I went to Bangkok Jam with some students last week for lunch. The lunch menu had ceased to exist. Everything else was kind of expensive for lunch, so I had this bowl of noodles, called boat noodles for some reason explained on the menu.
Rice noodles, pork meatballs, bean sprouts and lime juice- it would cost $2 in Thailand, but $10 here.
I ordered it dry and the sweet and tangy broth was served on the side.
Don’t expect fast service here at lunch.
I had this last Sunday at the Taiwanese noodle stall after I had recovered from a bad flu.
In that bowl of wonderful broth was a soft boiled egg, hand made noodles, fried anchovies, bok choy, fried leeks and chilies. It was magically restorative! I also had some cold steamed peanuts. That was a wonderful lunch. I never had anything like this when I lived in Taiwan, so I must not have gone to the right place.
This stall (part of a chain) is up on the fourth floor of 313 Somerset, in the Food Republic.
In Singapore a dry soup has the broth served separately.
I see Kotsujiru Nabe almost every day as it is located in Bugis Junction where I buy groceries at Cold Storage and work out at California Fitness.
It’s not bad at all and the broth is excellent. The noodles were dressed in soy sauce and the dumplings were light, being filled with chicken meat.
I think I ate this last Sunday. I went to Com Nam because I had seen that they had changed their menu.
The soup was sour and slightly sweet, like birds’ nest soup. In the soup was squid, prawns, fish cake and pork belly. The rice noodles were a little soggy and I didn’t eat them. Overall, it was okay, but I wouldn’t order it again.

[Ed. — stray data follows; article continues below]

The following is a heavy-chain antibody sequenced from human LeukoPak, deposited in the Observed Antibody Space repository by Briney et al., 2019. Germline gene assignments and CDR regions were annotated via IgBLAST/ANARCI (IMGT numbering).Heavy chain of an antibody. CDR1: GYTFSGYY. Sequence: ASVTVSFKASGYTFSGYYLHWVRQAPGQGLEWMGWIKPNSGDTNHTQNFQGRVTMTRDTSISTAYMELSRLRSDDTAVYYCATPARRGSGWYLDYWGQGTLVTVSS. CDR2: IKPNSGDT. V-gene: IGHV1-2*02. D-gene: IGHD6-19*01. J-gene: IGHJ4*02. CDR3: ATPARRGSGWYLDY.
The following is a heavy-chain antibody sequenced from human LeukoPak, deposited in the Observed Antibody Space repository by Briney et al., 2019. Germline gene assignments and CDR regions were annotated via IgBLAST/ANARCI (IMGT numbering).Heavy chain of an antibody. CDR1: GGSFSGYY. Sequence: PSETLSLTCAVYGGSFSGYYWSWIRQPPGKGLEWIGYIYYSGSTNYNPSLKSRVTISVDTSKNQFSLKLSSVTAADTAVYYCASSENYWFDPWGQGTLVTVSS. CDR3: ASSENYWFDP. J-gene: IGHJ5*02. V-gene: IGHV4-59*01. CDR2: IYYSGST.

The mango salad was good. There were bits of beef jerky in the salad, along with typical dried shrimp and chilies.
I had the lime soda, which is always good.
This was the only bad meal I’ve ever had at Nam Nam Noodle Bar and it was bad.
Upon the recommendation of a student I tried this dish. The broth was spicy and okay, but the beef was all boiled fat and gristle. I know some cultures like such offal, but I don’t. I picked out the fish cakes and the bean sprouts and left the rest.
I went to lunch with two colleagues and two students who were returning to Korea. So we the Korean restaurant, Manna in Basement Two of Plaza Singapura.
I wanted to order something different, as much as I love bibimbap. So I ordered this dish of cold noodles, slices of cucumber and cold pork and a hard-boiled egg on top. The broth was comprised of vinegar and some sesame oil, I believe.
I added more vinegar. I liked it and it was light. The kim chi and other fixings were tasty too.
It’s not very authentic, I know. I’m talking about Thai Express. But I had a craving for Thai food last Wednesday and I was too hungry to make it to Golden Mile. I couldn’t even think straight.
I thought laksa was a Peranakan dish, yet here was green laksa on the menu. I was surprised to read:
The origin of the name laksa is unclear. One theory traces it back to the Hindi word lakhsha, which is in turn derived from Sanskritlaksh (Devanagari: लक्ष) meaning “one hundred thousand” (lakh), referring to the vermicelli noodles used in the dish. It has also been suggested that “laksa” may derive from the Chinese word 辣沙 (Cantonese: [làːt.sáː]), meaning “spicy sand” due to the ground dried prawns which gives a sandy or gritty texture to the sauce. The last theory is that the name comes from the similar sounding word “dirty” in Hokkien due to its appearance.
Laksa is also known in Thailand as Lasae (Thai: ละแซ) or Laso (Thai: ละซอ)
An enormous crustacean of some sort, not the small crayfish I know and love, sat, split in two, in the middle of the bowl.
The sauce was spicy and savory. There might have been MSG present.
It took a lot of work to get the meat out of the shell. They should have done that in the kitchen.
The meat was good, but there was only about a big spoonful of it.
The prawn toast was mediocre and greasy.
I think I’m done with Thai Express.